[Show abstract][Hide abstract] ABSTRACT: This study explored paediatric nurses' perceptions of how they include and involve parents in the care of hospitalised children.
This qualitative study used individual unstructured interviews to gather data, the data was analysed using thematic coding.
Paediatric wards within two regional area health services of New South Wales, Australia.
Fourteen paediatric nurses were asked to describe their beliefs and practices regarding the clinical application of family-centred care.
Paediatric nurses' beliefs and practices about family-centred care were explored in an effort to explain how the concept was implemented.
The findings are presented as four interconnected themes. The first describes how participants either allocated tasks to parents or retained them, the second relates to the nurses' professional identity, the third theme identifies barriers and constraints to the implementation of family-centred care, while the fourth describes the nurses' beliefs about their responsibilities when delivering family-centred care.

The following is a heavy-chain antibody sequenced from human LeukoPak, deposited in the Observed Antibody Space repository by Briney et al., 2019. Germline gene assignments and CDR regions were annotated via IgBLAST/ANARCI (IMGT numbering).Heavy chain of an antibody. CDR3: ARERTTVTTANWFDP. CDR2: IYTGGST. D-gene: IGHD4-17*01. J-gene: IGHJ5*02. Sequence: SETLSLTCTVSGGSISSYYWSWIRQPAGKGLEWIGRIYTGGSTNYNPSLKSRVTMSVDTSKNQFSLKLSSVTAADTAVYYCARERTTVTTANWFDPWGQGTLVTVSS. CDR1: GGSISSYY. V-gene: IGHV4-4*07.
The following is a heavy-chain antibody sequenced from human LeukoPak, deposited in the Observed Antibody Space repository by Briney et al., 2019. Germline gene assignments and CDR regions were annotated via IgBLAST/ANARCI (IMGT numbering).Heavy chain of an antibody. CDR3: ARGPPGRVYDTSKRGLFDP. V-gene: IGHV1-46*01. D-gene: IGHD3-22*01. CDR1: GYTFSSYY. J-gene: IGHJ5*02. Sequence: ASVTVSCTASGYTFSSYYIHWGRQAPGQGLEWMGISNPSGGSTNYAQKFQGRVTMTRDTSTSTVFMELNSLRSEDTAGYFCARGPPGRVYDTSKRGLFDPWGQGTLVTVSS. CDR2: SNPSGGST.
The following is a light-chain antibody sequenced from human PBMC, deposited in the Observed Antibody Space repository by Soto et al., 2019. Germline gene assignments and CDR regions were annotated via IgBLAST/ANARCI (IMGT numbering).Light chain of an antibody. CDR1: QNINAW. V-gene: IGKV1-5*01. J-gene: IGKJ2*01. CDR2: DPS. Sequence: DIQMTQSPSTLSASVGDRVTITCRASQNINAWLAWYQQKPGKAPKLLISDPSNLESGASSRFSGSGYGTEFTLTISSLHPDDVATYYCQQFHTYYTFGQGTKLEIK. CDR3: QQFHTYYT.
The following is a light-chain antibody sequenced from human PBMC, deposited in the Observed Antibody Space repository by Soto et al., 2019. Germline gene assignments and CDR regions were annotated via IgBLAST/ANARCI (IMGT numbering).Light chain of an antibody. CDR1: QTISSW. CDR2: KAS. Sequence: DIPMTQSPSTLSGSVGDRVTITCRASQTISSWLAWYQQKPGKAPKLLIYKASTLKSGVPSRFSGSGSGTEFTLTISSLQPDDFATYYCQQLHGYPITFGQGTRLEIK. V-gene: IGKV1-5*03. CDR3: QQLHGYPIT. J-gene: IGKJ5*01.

Together these findings suggest that while nurses endorse the concept of family-centred care, the implementation into practice is more problematic. While it is not possible to generalise these findings to other paediatric nurses, the authors believe the insight gained will resonate with paediatric nurses internationally. The findings from this study are being used as the basis for the development of clinical practice guidelines to assist paediatric nurses to more consistently apply the concepts of family-centred care to their practice.
Full-text · Article · Sep 2005 · The Australian journal of advanced nursing: a quarterly publication of the Royal Australian Nursing Federation